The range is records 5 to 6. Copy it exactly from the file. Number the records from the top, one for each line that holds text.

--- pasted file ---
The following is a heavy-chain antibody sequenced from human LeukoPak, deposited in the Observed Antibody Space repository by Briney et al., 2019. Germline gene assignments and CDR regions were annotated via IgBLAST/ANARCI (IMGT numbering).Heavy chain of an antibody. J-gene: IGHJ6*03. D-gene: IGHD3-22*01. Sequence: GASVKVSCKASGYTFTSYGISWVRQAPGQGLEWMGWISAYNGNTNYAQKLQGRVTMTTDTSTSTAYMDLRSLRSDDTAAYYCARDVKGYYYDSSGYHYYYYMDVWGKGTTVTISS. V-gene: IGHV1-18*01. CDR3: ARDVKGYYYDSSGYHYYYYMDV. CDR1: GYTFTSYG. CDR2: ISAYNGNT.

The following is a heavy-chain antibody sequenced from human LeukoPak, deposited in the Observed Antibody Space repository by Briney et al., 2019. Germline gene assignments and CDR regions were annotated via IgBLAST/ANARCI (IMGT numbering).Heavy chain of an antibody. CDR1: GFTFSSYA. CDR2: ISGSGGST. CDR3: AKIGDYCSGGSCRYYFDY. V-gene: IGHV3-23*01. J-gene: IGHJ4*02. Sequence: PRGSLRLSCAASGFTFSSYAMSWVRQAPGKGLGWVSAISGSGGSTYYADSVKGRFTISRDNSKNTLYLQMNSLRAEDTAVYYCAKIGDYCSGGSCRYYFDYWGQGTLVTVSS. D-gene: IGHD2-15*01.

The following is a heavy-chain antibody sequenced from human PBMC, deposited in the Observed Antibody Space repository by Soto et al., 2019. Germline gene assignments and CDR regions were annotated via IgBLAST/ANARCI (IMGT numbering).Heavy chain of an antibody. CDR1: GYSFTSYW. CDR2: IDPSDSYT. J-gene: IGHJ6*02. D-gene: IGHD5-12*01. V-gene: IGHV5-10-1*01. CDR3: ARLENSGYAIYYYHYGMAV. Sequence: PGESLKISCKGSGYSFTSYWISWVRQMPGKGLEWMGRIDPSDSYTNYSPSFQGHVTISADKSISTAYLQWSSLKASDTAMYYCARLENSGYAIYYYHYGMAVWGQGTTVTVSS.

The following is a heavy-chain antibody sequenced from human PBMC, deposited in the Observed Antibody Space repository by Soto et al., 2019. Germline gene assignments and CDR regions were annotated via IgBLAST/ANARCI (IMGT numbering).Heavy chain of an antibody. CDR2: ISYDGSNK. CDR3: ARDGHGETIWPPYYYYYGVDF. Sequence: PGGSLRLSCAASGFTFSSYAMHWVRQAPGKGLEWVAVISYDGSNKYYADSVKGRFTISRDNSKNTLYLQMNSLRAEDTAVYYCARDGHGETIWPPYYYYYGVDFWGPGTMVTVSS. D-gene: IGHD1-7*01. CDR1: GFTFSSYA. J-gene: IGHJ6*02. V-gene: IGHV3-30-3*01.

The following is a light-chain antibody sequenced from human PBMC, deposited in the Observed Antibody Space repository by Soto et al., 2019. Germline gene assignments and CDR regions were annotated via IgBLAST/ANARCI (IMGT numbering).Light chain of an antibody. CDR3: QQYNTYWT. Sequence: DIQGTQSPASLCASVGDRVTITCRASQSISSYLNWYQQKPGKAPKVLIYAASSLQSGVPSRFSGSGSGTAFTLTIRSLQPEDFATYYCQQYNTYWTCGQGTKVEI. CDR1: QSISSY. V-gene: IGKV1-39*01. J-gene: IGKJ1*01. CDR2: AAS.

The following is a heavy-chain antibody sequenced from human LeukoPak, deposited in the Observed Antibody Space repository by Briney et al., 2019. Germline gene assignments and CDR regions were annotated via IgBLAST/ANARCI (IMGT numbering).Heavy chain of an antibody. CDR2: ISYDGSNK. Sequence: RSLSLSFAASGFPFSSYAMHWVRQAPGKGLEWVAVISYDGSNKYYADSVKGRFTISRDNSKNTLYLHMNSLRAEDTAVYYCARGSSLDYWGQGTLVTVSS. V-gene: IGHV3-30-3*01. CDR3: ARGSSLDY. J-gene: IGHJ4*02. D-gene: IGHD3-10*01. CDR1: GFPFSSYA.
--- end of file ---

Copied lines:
The following is a light-chain antibody sequenced from human PBMC, deposited in the Observed Antibody Space repository by Soto et al., 2019. Germline gene assignments and CDR regions were annotated via IgBLAST/ANARCI (IMGT numbering).Light chain of an antibody. CDR3: QQYNTYWT. Sequence: DIQGTQSPASLCASVGDRVTITCRASQSISSYLNWYQQKPGKAPKVLIYAASSLQSGVPSRFSGSGSGTAFTLTIRSLQPEDFATYYCQQYNTYWTCGQGTKVEI. CDR1: QSISSY. V-gene: IGKV1-39*01. J-gene: IGKJ1*01. CDR2: AAS.

The following is a heavy-chain antibody sequenced from human LeukoPak, deposited in the Observed Antibody Space repository by Briney et al., 2019. Germline gene assignments and CDR regions were annotated via IgBLAST/ANARCI (IMGT numbering).Heavy chain of an antibody. CDR2: ISYDGSNK. Sequence: RSLSLSFAASGFPFSSYAMHWVRQAPGKGLEWVAVISYDGSNKYYADSVKGRFTISRDNSKNTLYLHMNSLRAEDTAVYYCARGSSLDYWGQGTLVTVSS. V-gene: IGHV3-30-3*01. CDR3: ARGSSLDY. J-gene: IGHJ4*02. D-gene: IGHD3-10*01. CDR1: GFPFSSYA.